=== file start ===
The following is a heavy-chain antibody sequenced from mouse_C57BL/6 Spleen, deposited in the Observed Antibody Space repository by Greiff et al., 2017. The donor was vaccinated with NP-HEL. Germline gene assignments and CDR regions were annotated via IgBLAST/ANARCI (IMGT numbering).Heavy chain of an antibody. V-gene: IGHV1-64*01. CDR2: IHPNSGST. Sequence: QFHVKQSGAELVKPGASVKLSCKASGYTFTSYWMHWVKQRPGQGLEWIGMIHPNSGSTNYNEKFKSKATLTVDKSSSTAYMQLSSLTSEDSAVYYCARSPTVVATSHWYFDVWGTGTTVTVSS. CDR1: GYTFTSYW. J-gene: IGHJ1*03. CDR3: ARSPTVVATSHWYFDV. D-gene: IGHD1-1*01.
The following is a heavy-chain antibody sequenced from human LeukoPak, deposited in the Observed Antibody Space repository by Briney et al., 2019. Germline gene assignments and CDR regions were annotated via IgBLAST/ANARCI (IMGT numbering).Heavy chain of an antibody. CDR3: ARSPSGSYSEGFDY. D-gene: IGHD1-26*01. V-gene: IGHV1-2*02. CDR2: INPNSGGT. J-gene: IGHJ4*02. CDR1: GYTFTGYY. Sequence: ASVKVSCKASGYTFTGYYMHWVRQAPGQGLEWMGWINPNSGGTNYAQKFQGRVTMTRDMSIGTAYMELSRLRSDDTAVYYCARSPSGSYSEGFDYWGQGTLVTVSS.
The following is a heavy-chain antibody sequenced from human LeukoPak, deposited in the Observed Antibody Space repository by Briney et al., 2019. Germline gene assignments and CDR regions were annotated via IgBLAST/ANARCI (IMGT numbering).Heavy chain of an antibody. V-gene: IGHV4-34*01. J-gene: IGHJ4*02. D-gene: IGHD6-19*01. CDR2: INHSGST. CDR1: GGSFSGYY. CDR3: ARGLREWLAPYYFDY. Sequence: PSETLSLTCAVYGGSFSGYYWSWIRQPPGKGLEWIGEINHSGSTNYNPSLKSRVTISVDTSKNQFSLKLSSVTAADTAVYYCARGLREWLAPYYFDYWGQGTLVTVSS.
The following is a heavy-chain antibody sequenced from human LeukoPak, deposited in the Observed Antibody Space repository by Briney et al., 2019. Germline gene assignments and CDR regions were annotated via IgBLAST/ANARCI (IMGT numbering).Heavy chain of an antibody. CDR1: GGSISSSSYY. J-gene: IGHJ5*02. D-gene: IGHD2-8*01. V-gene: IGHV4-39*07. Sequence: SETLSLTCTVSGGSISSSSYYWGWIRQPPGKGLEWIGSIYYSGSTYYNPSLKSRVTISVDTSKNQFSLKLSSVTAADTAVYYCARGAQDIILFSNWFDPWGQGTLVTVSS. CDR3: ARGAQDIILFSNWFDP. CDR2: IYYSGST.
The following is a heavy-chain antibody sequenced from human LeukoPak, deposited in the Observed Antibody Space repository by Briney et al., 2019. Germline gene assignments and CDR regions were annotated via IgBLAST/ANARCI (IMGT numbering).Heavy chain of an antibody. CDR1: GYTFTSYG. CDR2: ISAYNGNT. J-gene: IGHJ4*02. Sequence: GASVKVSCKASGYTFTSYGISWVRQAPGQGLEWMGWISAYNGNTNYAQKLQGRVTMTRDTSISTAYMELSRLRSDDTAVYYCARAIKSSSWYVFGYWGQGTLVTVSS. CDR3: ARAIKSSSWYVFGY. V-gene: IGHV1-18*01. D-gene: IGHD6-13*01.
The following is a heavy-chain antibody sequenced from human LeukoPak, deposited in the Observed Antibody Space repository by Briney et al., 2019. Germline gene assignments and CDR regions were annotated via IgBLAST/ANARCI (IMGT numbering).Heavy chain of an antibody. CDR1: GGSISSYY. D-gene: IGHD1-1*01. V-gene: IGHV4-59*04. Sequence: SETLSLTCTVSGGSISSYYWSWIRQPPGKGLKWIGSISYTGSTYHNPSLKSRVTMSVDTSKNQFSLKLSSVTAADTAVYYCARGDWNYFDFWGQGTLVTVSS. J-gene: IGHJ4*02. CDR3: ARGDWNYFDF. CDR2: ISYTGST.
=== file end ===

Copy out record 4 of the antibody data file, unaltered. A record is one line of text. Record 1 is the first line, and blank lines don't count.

The following is a heavy-chain antibody sequenced from human LeukoPak, deposited in the Observed Antibody Space repository by Briney et al., 2019. Germline gene assignments and CDR regions were annotated via IgBLAST/ANARCI (IMGT numbering).Heavy chain of an antibody. CDR1: GGSISSSSYY. J-gene: IGHJ5*02. D-gene: IGHD2-8*01. V-gene: IGHV4-39*07. Sequence: SETLSLTCTVSGGSISSSSYYWGWIRQPPGKGLEWIGSIYYSGSTYYNPSLKSRVTISVDTSKNQFSLKLSSVTAADTAVYYCARGAQDIILFSNWFDPWGQGTLVTVSS. CDR3: ARGAQDIILFSNWFDP. CDR2: IYYSGST.